Nobody is grinning wider about Barack Obama’s lead in the polls than big union bosses. This election is their best shot in a half-century to make over Washington. If they can capture the White House, the House of Representatives, and produce a filibuster-proof Senate, they are looking at the biggest rewrite of labor law in modern history.
If this happens, The Wall Street Journal says, it “could lead to higher payroll and health costs for companies already being hurt by rising fuel and commodities costs and the tough economic climate.” In turn, all prices go up for you, too.
To understand the excitement Obama creates for Big Labor, you need to look back at his early days in Chicago, because it was in organizing that Obama began his foray into politics.
Obama’s arrival in Chicago in June 1985, to work with the Developing Communities Project on Chicago’s South Side, became a pivotal and eye-opening experience. He was tossed right away into neighborhoods where crushing poverty, raging violence, a cornucopia of drugs and homicidal crime were endemic.
At this time, Obama’s mentors schooled him in the Alinsky method, named for the radical socialist Saul Alinsky. He believed in agitating people so intensely, making them so angry about their rotten lives that they “rub raw the sores of discontent” and take action to change their lives. Alinsky’s book, titled “Rules for Radicals,” became the lodestar for Obama’s approach to politics.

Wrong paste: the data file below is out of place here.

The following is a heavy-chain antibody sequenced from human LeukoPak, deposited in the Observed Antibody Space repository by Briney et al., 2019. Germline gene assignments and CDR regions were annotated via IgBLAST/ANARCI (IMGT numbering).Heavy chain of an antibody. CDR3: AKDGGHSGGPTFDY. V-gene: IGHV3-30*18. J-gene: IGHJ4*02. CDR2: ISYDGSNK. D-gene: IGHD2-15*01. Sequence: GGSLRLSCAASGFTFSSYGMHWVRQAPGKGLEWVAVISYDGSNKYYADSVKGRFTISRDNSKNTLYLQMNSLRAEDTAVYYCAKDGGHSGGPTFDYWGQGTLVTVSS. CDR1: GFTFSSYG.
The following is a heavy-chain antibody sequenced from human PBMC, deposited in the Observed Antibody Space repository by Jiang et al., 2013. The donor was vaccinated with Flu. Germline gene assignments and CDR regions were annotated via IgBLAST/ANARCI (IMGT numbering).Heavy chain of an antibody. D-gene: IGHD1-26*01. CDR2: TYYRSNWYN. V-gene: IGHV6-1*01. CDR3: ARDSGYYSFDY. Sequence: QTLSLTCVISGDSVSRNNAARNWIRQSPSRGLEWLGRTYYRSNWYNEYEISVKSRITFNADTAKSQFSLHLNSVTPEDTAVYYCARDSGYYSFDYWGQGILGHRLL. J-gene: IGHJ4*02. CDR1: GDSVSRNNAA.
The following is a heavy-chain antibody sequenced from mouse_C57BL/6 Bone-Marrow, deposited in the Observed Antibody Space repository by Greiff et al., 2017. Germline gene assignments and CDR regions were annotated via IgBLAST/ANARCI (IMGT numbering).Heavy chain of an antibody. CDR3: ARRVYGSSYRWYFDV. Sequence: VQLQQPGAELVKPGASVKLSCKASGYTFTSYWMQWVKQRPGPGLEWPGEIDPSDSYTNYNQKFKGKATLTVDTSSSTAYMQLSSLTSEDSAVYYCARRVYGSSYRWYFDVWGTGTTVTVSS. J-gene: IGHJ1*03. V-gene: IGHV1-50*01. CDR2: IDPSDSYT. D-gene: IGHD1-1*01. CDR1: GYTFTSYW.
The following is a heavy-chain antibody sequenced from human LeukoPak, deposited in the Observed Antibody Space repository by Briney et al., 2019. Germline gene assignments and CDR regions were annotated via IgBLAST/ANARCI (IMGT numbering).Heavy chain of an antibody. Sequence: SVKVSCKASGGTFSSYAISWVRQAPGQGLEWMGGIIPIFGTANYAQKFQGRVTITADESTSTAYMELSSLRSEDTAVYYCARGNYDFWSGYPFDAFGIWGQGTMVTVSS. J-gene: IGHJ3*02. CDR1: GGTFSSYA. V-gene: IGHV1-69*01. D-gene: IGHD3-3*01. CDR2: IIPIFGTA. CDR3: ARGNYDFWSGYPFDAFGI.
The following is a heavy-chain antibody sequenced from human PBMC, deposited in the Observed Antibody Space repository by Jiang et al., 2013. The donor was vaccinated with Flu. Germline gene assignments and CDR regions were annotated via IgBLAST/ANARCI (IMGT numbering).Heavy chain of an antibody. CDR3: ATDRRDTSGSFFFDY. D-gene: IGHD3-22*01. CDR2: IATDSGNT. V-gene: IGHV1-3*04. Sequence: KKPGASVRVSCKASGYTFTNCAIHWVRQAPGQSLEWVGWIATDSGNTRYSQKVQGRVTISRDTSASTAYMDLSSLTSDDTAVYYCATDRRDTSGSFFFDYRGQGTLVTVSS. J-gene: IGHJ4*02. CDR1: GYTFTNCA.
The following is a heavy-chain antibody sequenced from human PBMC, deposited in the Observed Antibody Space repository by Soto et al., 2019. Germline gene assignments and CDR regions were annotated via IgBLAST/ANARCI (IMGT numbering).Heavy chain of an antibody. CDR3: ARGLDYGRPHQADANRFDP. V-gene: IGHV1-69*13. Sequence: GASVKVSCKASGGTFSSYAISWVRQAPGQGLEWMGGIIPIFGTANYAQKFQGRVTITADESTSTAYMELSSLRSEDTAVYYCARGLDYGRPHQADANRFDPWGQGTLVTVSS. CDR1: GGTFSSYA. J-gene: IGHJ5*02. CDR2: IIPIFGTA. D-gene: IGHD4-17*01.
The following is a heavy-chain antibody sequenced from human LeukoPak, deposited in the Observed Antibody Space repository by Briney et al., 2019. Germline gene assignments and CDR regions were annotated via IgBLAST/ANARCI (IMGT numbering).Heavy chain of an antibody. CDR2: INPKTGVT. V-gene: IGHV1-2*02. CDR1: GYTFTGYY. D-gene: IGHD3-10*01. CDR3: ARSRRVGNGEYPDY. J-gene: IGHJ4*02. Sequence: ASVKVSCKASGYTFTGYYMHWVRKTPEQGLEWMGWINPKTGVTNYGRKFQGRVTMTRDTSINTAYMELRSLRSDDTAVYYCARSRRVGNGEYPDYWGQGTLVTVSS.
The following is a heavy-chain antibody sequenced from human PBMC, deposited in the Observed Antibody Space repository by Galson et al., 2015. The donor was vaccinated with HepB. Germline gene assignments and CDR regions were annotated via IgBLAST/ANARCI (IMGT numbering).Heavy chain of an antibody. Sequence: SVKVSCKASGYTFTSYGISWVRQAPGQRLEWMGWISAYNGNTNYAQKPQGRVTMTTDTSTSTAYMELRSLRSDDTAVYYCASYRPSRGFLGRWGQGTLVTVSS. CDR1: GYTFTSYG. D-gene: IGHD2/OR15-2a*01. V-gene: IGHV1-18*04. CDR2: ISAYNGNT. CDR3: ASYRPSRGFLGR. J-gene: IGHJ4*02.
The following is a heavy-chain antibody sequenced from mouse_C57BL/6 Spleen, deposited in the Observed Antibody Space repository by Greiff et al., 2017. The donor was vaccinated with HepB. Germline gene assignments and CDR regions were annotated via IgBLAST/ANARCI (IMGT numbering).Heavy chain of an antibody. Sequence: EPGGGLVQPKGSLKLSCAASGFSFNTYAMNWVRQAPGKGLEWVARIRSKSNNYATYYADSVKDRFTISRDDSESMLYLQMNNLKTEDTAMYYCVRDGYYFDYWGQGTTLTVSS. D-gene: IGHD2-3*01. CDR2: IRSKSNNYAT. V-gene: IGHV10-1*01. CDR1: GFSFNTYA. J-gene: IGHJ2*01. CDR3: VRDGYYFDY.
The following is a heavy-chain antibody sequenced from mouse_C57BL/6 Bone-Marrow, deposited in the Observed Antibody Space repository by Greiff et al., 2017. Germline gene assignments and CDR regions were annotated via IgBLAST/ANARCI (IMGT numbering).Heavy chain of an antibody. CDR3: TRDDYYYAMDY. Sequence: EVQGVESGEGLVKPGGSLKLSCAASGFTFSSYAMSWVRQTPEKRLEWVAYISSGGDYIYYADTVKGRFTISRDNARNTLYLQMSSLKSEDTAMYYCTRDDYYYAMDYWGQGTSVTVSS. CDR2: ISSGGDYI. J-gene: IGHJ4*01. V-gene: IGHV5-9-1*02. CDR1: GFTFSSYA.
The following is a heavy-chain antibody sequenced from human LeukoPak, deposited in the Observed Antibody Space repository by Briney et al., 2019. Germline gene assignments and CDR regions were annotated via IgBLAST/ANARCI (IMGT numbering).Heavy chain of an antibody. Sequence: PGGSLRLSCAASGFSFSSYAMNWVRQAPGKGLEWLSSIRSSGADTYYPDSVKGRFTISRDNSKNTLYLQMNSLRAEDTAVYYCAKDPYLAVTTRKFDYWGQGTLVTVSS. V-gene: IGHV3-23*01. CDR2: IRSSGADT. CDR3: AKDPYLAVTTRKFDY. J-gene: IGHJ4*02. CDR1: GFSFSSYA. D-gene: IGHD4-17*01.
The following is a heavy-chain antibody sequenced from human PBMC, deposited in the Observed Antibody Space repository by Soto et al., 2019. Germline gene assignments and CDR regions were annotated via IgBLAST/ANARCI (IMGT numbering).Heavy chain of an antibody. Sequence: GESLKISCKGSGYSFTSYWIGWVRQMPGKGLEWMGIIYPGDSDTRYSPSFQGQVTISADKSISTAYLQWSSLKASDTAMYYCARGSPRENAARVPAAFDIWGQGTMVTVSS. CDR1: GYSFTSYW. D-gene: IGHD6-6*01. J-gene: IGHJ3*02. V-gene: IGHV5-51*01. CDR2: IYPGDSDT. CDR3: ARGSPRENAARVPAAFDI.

As Obama wrote in his memoirs: “Change won’t come from the top…Change will come from mobilized grass roots. That’s what I’ll do. I’ll organize black folks… For change.”
For the unions, Obama has been a long time in coming.
George W. Bush gave the unions eight years of corruption probes, and forced more openness in their financial dealings. Bill Clinton gave them NAFTA. George H.W. Bush allowed workers to withhold the political dues they pay unions. Ronald Reagan famously broke the air traffic controllers’ union. During this time the U.S. workforce came to see little value in unions, and today only 7.4 percent of private-sector workers are members of a union.
Union bosses are well aware that their days were numbered until Obama came along. And they are sparing no expense in getting him elected.
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